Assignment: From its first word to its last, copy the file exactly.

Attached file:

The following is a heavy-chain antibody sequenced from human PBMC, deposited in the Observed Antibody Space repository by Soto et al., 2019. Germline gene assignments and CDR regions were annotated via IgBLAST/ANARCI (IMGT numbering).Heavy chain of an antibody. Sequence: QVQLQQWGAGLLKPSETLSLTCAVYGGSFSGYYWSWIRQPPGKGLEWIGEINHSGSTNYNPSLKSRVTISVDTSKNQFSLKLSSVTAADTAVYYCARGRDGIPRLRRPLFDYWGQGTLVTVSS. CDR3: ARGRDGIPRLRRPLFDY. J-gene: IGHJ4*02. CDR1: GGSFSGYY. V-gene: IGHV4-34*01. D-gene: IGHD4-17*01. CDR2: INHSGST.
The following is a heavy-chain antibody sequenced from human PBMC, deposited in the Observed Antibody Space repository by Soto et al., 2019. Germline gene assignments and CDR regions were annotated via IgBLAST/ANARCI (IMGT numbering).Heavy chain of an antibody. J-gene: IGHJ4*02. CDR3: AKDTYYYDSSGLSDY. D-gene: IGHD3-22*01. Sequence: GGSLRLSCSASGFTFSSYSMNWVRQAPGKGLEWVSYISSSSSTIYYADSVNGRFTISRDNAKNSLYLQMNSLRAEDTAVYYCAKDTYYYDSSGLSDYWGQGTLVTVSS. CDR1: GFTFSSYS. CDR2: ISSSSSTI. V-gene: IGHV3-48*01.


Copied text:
The following is a heavy-chain antibody sequenced from human PBMC, deposited in the Observed Antibody Space repository by Soto et al., 2019. Germline gene assignments and CDR regions were annotated via IgBLAST/ANARCI (IMGT numbering).Heavy chain of an antibody. Sequence: QVQLQQWGAGLLKPSETLSLTCAVYGGSFSGYYWSWIRQPPGKGLEWIGEINHSGSTNYNPSLKSRVTISVDTSKNQFSLKLSSVTAADTAVYYCARGRDGIPRLRRPLFDYWGQGTLVTVSS. CDR3: ARGRDGIPRLRRPLFDY. J-gene: IGHJ4*02. CDR1: GGSFSGYY. V-gene: IGHV4-34*01. D-gene: IGHD4-17*01. CDR2: INHSGST.
The following is a heavy-chain antibody sequenced from human PBMC, deposited in the Observed Antibody Space repository by Soto et al., 2019. Germline gene assignments and CDR regions were annotated via IgBLAST/ANARCI (IMGT numbering).Heavy chain of an antibody. J-gene: IGHJ4*02. CDR3: AKDTYYYDSSGLSDY. D-gene: IGHD3-22*01. Sequence: GGSLRLSCSASGFTFSSYSMNWVRQAPGKGLEWVSYISSSSSTIYYADSVNGRFTISRDNAKNSLYLQMNSLRAEDTAVYYCAKDTYYYDSSGLSDYWGQGTLVTVSS. CDR1: GFTFSSYS. CDR2: ISSSSSTI. V-gene: IGHV3-48*01.